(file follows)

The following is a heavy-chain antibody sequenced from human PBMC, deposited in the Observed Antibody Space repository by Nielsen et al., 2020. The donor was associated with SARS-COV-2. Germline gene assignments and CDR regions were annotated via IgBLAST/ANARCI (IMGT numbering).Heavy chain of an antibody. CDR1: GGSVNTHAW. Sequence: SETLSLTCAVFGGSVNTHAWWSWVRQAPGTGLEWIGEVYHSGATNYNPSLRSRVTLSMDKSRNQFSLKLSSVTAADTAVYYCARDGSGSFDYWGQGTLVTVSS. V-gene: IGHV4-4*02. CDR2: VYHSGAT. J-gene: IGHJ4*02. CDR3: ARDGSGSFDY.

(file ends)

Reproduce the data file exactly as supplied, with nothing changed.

The following is a heavy-chain antibody sequenced from human PBMC, deposited in the Observed Antibody Space repository by Nielsen et al., 2020. The donor was associated with SARS-COV-2. Germline gene assignments and CDR regions were annotated via IgBLAST/ANARCI (IMGT numbering).Heavy chain of an antibody. CDR1: GGSVNTHAW. Sequence: SETLSLTCAVFGGSVNTHAWWSWVRQAPGTGLEWIGEVYHSGATNYNPSLRSRVTLSMDKSRNQFSLKLSSVTAADTAVYYCARDGSGSFDYWGQGTLVTVSS. V-gene: IGHV4-4*02. CDR2: VYHSGAT. J-gene: IGHJ4*02. CDR3: ARDGSGSFDY.